For Sarz, an evolution from a behind-the-scenes actor to a front-line innovator has been the hallmark of the last couple of years. That has come in the shape of his attempt at deejaying and then releasing music under his own name. This was borne of a desire to grow and position himself as the premier producer of his age. In his words “It gets to a point where you become a shark in a pond and you want to swim in the ocean, so you have to do other things in order to grow. Nothing grows in your comfort zone so you have to try new things. That’s why I tried DJing, making my own music featuring artists’ just to get more opportunity out there just to get the brand bigger than what already is.” As an innovator, perhaps the greatest proof of his powers was his work with Niniola whose claim to fame came from a 3rd place finish on the talent show, Project Fame West Africa. Her true breakout came in 2017’s Maradona. An unlikely monster hit, Sarz’s South African House-inspired production matched with Niniola’s extremely suggestive writing wrapped up in the Maradona metaphor opened the floodgates of a wave of fusion. In a world where the Amapiano sound is the genre du jour, Sarz’s influence shines through. “I’m glad people accept that genre here and I think when we started it, it was creeping. It wasn’t as mainstream as it is now. So it was a bit difficult to break in with her kind of sound, but now people understand it. There’s a lot of fusion with Afrobeats, and you know that South African sound, they’re calling it Omopiano.” This mainstreamification by Nigerians of a sound that has roots in South Africa triggers a conversation around appropriation. By virtue of its status as Anglophone Africa’s cultural capital, Nigeria’s role in repurposing from other parts has inspired many a debate and brings to mind Chris Brown doing the Azonto on BET’s 106 & Park and crediting Wizkid and Nigeria with it, which naturally rubbed Ghanaians the wrong way. That said, the Omopiano wave has seen South African stars like Busiswa, Focalistic, Sho Madjozi, and Cassper Nyovest centered. He says “it’s not entirely wrong. I just think Nigerians know how to amplify things and also put things together, from our fashion to our food, we just know how to put different cultures together and make it one piece and make it our own. I think that’s something we do naturally so even when the Ghanaian wave was big, Nigerians knew how to just take this, take that, take some lingo from there and just make it our own and it now makes it bigger and we champion the sound. I won’t be surprised if the Amapiano sound gets international credit and it’s Nigeria that takes it there.” Another embodiment of the level of Sarz’s influence takes shape in the form of the Sarz academy. Buoyed by constant requests for mentorship from aspiring producers, the academy was designed to incubate and nurture aspiring Nigerian producers. Beneficiaries include Kel P, P Priime, Tempoe, STG, and Dunnie.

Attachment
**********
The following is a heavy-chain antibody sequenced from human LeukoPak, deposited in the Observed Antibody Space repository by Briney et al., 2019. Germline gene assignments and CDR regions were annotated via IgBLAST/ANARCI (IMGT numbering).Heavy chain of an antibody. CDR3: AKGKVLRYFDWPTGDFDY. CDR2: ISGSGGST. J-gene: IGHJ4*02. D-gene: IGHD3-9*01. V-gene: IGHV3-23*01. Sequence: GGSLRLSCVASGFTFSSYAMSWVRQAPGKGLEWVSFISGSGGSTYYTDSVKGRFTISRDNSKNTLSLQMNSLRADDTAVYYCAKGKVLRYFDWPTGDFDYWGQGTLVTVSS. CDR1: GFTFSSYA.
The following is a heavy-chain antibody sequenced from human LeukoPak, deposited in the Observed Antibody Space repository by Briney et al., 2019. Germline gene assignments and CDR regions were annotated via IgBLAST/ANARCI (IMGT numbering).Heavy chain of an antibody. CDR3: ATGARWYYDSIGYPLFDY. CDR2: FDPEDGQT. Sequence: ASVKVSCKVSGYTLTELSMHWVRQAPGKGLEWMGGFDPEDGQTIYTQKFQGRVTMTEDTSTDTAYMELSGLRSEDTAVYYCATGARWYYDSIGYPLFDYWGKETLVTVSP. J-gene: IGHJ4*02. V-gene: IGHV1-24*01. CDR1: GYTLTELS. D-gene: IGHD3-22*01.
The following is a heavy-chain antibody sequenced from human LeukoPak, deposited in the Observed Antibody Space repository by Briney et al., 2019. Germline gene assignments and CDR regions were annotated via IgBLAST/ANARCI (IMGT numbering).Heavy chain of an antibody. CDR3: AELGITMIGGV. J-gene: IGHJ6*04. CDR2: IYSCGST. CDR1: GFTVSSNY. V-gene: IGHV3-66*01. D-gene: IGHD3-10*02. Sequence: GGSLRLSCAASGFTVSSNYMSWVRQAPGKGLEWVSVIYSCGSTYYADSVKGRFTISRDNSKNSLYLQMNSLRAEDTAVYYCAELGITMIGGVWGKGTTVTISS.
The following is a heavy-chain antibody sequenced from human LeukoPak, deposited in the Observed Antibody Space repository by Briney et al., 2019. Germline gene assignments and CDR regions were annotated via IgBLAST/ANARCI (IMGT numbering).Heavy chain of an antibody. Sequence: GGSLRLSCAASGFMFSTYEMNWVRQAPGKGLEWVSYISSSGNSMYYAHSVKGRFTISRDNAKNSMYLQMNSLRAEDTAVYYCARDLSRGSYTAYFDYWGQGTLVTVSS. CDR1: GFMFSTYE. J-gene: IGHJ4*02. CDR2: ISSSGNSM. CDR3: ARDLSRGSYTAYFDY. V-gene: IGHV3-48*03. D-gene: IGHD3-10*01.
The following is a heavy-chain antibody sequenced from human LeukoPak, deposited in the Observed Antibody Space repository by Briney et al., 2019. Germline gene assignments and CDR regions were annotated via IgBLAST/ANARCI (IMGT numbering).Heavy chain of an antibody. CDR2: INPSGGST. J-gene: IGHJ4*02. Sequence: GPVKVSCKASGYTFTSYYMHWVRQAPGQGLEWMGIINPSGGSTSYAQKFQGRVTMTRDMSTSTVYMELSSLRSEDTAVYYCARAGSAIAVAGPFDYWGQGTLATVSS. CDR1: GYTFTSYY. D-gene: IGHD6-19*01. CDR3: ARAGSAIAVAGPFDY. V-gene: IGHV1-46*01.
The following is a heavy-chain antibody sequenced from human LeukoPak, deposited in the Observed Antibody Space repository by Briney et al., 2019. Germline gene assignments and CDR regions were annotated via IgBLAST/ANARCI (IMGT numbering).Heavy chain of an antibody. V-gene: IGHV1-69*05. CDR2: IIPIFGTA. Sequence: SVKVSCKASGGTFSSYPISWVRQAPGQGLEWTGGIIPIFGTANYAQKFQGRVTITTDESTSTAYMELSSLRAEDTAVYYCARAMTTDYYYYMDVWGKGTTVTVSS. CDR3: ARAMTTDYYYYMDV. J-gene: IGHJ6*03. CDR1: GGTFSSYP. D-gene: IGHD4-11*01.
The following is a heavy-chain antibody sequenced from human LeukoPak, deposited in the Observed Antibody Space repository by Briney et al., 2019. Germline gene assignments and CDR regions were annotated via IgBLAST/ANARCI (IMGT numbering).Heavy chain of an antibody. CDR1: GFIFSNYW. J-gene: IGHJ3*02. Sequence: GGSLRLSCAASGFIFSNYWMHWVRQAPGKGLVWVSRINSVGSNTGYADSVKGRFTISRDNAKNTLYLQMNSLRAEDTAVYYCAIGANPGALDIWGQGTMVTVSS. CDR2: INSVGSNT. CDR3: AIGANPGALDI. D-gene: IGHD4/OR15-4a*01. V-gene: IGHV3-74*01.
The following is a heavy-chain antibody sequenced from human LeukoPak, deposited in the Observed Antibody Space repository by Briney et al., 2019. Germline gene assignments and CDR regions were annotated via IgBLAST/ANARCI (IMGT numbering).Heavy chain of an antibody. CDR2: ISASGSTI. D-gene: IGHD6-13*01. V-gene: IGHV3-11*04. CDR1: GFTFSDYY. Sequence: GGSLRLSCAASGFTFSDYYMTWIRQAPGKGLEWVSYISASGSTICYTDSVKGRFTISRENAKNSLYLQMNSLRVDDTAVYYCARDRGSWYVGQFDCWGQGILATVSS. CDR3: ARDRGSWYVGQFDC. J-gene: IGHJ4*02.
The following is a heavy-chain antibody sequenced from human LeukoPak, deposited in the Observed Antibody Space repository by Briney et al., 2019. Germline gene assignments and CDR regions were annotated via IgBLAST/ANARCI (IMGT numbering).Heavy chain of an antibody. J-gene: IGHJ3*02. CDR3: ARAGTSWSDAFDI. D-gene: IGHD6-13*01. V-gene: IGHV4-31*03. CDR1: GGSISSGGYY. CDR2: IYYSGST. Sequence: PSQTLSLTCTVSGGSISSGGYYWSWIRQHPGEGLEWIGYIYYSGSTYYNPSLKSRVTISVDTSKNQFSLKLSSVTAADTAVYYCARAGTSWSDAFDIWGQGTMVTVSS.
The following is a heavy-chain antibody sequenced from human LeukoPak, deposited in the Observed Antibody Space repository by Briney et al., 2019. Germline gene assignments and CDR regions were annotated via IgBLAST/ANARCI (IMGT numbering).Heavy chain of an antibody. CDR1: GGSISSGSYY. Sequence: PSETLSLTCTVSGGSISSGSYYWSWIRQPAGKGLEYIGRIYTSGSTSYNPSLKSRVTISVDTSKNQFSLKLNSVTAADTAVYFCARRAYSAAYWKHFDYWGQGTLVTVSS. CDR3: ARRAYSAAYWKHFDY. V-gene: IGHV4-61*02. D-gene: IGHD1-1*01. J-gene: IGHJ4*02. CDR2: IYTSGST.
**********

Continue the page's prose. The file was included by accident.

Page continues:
There’s a video flying on the internet where we see Lojay sitting quietly taking in a cut off LV N ATTN. Next thing you know a familiar voice booms over the speakers. It’s the one and only Ojuelegba Michael Jackson! The OG conduit of Nigeria to the World! Wizkid, the original superstar of the Afrobeats age makes the sole outside appearance on the project. For Lojay, the excitement is clear. His mouth is open as his face contorts in disbelief. Then his head goes into his hands and he starts to tap it in a manner reminiscent of Papa Ajasco- Wale Adenuga’s iconic creation. While in London, he talks of getting a 2 am call to come to Metropolis Studio where Sarz and Wiz were working. Vibes were caught and words of encouragement were shared. All in a day’s work. The project, due today, will build on the success of its first single Tonongo which pays homage to strippers with possibly the most memorable line to emerge from Nigerian music this year “You win the ass cheek Ballon D’Or”.
Naturally, the conversation winds up at the state of the country. With the rising insecurity and never-ending failures of the Buhari administration, the creative industry has been the rare beacon of hope. Can it be the catalyst of a turnaround? What can be done to accelerate the growth of the industry? In Sarz’s opinion, it’s imperative that there’s increased investment in the space. “We need to actually invest in Nigerian music in Nigeria and build our structure. As long as we don’t have the structure, we will always have to export our music to make a living. Nigerian music is booming outside, that’s why it looks like the music industry is growing. In Nigeria, it’s not growing. We don’t have new venues for shows. There are so many things that can be done here with the number of people we have. When you go to shows, you see how big Nigerian artists are and the music and how it’s impacted people but when you look at the numbers it doesn’t translate. We need to make it translate.”